Paranautical Activity dev booted off Steam after threatening Gabe Newell [UPDATE]

By Brenna Hillier
21 October 2014 01:58 GMT

Paranuatical Activity developer Mike Maulbeck has resigned from Code Avarice after going on a Twitter tirade against Steam yesterday which resulting in Valve pulling the game from Steam.

In a blog post, Maulbeck stated he sold his ownership of the company to co-founder Travis Pfenning.

“As a result of my actions, Paranautical Activity, was removed from Steam. I feel is it my responsibility to step down from Code Avarice completely so that Steam has no reason to harbor any more ill will towards the company, and maybe even if we can’t see Paranautical Activity restored, at least future Code Avarice games may be allowed onto the platform,” he wrote.

“I’m sorry that my statements made Valve and/or Gabe uncomfortable and upset (rightfully so). My temper and tendency to use Twitter to vent has been a consistent problem since I entered the games industry, and I just can’t do it. I don’t have the willpower necessary to be the “face” of a company. If I do continue to work in games it’ll be as an anonymous 1 of 1000 at some shitty corporation, not the most public figure of a single digit sized team.

“I’ve sold my half of Code Avarice to Travis. Given up all my rights to CA as a company, and all it’s intellectual properties. I won’t receive any money from the sale of Paranautical Activity or any future games CA develops, I won’t be consulted on business decisions, and I won’t have any hand in development.”

Co-founder Pfenning stated on Twitter he feels the whole situation “is ludicrous” and doesn’t feel Maulbeck should have left the company. He also said felt Maulbeck’s reaction wouldb’t have been taken as seriously if not for “the GamerGate people threatening people and meaning it.”

The original story is as follows (via PCgameN).

Original story

Paranuatical Activity developer Mike Maulbeck went on a Twitter rant about Steam, and has since found himself kicked off the service.

The drama first began when Paranautical Activity was featured on Steam’s promotional carousel. These advertising slots are highly sought after, but Maulbeck was greatly distressed to see the banner posted by Steam showed an Early Access label.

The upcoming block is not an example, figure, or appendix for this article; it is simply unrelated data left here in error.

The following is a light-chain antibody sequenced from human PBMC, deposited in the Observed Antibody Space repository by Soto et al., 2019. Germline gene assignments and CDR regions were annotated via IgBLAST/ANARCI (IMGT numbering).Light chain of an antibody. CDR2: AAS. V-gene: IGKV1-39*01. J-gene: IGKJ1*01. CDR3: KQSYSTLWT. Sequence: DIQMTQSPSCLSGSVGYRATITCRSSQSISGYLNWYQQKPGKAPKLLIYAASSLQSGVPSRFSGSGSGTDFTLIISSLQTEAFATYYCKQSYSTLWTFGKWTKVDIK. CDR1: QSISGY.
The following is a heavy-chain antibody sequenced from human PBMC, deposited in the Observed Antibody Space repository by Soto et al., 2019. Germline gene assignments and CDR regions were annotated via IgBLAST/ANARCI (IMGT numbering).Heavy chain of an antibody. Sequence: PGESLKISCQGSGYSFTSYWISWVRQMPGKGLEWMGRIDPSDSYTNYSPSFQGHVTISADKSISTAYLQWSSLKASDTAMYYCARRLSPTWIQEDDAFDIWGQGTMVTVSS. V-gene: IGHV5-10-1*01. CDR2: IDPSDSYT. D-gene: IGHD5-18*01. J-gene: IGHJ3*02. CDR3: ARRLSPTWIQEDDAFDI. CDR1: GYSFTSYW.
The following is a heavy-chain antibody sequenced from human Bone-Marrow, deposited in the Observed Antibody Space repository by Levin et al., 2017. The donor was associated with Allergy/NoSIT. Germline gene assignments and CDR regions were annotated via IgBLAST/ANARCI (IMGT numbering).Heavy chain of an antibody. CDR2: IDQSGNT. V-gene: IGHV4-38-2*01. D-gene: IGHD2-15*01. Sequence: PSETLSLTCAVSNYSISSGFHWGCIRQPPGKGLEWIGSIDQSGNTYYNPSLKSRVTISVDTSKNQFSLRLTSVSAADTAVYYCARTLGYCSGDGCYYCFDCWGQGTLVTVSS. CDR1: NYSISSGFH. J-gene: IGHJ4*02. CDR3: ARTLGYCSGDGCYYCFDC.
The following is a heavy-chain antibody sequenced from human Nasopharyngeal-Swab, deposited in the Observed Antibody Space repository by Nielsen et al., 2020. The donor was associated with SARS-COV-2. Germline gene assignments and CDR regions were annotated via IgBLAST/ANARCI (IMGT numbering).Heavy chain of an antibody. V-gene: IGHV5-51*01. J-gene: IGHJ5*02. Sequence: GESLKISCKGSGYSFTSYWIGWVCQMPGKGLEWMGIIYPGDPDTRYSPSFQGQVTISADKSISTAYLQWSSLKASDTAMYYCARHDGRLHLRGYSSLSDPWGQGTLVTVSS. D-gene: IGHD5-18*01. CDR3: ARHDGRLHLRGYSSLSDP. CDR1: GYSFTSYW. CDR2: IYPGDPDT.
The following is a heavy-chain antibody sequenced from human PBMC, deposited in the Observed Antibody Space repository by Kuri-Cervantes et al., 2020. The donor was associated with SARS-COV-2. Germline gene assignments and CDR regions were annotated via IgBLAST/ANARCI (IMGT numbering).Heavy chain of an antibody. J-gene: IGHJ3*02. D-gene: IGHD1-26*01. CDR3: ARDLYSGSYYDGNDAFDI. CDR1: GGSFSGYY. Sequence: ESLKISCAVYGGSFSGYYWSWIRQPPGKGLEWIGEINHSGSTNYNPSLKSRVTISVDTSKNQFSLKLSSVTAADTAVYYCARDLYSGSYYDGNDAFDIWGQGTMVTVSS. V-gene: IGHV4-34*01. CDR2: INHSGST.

As it happens, the game had just reached full release that very day, having been delayed in line with Steam’s release policies, which had also upset Maulbeck.

Somewhere among all this anger, Maulbeck issued a death threat against Gabe Newell. The tweet has since been deleted, but Player Attack grabbed a screenshot. Additionally, Maulbeck has openly admitted to making the comment:

To nobody’s surprise, Paranautical Activity has since been removed from Steam.

“We have removed the game’s sales page and ceased relations with the developer after he threatened to kill one of our employees,” a spokesperson told Kotaku.

Maulbeck told Polygon that he reached out to Valve to try and smooth things over, but was unsuccessful. He described his threat as “a statement I obviously didn’t mean, but nonetheless was totally unacceptable and driven entirely by the heat of frustration I was feeling at the time”.

“I have since obviously replied to them saying that I didn’t mean what I said and pleaded that they consider the monopoly they have on the PC market before totally writing us off, but let’s be real. If they took the game off the store, they’re fuckin sure about their decision. There’s probably nothing to be done.”

Maulbeck is now in despair, as he says he can’t make a living without Steam.

Maulbeck has had a pretty rough history with Valve. His game was first submitted via Steam Greenlight, and when Adult Swim offered a publishing contract, Valve refused to allow it. Maulbeck ended up taking the game to Kickstarter to raise the necessary.

There are certainly some questions to be asked about Steam’s hold on the PC indie market, promotional methods and developer support. But as should be obvious to everyone, there are no situations where it threatening violence against someone on the Internet is a good idea.

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